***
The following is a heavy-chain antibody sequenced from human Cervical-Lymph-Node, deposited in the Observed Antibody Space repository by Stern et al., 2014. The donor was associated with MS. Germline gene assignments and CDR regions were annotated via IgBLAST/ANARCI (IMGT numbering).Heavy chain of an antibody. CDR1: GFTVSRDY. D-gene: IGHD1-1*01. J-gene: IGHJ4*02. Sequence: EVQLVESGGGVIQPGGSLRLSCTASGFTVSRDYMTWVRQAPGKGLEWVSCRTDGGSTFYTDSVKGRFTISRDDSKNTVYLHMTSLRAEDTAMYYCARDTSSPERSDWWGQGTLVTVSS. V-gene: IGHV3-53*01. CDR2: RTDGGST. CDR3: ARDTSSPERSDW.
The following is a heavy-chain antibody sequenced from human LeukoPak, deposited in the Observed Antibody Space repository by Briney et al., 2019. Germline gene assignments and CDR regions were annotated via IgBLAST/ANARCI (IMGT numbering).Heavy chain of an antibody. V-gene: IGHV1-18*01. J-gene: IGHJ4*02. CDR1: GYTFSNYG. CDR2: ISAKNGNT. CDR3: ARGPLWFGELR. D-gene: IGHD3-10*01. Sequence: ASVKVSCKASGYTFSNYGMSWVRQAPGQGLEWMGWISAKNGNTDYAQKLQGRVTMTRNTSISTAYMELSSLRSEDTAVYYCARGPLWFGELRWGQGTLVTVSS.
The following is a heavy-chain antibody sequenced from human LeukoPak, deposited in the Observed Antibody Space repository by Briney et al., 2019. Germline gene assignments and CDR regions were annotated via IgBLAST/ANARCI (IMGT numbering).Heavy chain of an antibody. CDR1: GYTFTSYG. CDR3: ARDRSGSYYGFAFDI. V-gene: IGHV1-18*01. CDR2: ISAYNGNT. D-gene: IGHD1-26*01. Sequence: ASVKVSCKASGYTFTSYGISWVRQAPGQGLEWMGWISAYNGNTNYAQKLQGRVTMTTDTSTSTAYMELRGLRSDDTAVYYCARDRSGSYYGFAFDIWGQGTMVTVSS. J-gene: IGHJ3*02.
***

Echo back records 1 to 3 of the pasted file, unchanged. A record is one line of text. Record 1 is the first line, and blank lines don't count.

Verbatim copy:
The following is a heavy-chain antibody sequenced from human Cervical-Lymph-Node, deposited in the Observed Antibody Space repository by Stern et al., 2014. The donor was associated with MS. Germline gene assignments and CDR regions were annotated via IgBLAST/ANARCI (IMGT numbering).Heavy chain of an antibody. CDR1: GFTVSRDY. D-gene: IGHD1-1*01. J-gene: IGHJ4*02. Sequence: EVQLVESGGGVIQPGGSLRLSCTASGFTVSRDYMTWVRQAPGKGLEWVSCRTDGGSTFYTDSVKGRFTISRDDSKNTVYLHMTSLRAEDTAMYYCARDTSSPERSDWWGQGTLVTVSS. V-gene: IGHV3-53*01. CDR2: RTDGGST. CDR3: ARDTSSPERSDW.
The following is a heavy-chain antibody sequenced from human LeukoPak, deposited in the Observed Antibody Space repository by Briney et al., 2019. Germline gene assignments and CDR regions were annotated via IgBLAST/ANARCI (IMGT numbering).Heavy chain of an antibody. V-gene: IGHV1-18*01. J-gene: IGHJ4*02. CDR1: GYTFSNYG. CDR2: ISAKNGNT. CDR3: ARGPLWFGELR. D-gene: IGHD3-10*01. Sequence: ASVKVSCKASGYTFSNYGMSWVRQAPGQGLEWMGWISAKNGNTDYAQKLQGRVTMTRNTSISTAYMELSSLRSEDTAVYYCARGPLWFGELRWGQGTLVTVSS.
The following is a heavy-chain antibody sequenced from human LeukoPak, deposited in the Observed Antibody Space repository by Briney et al., 2019. Germline gene assignments and CDR regions were annotated via IgBLAST/ANARCI (IMGT numbering).Heavy chain of an antibody. CDR1: GYTFTSYG. CDR3: ARDRSGSYYGFAFDI. V-gene: IGHV1-18*01. CDR2: ISAYNGNT. D-gene: IGHD1-26*01. Sequence: ASVKVSCKASGYTFTSYGISWVRQAPGQGLEWMGWISAYNGNTNYAQKLQGRVTMTTDTSTSTAYMELRGLRSDDTAVYYCARDRSGSYYGFAFDIWGQGTMVTVSS. J-gene: IGHJ3*02.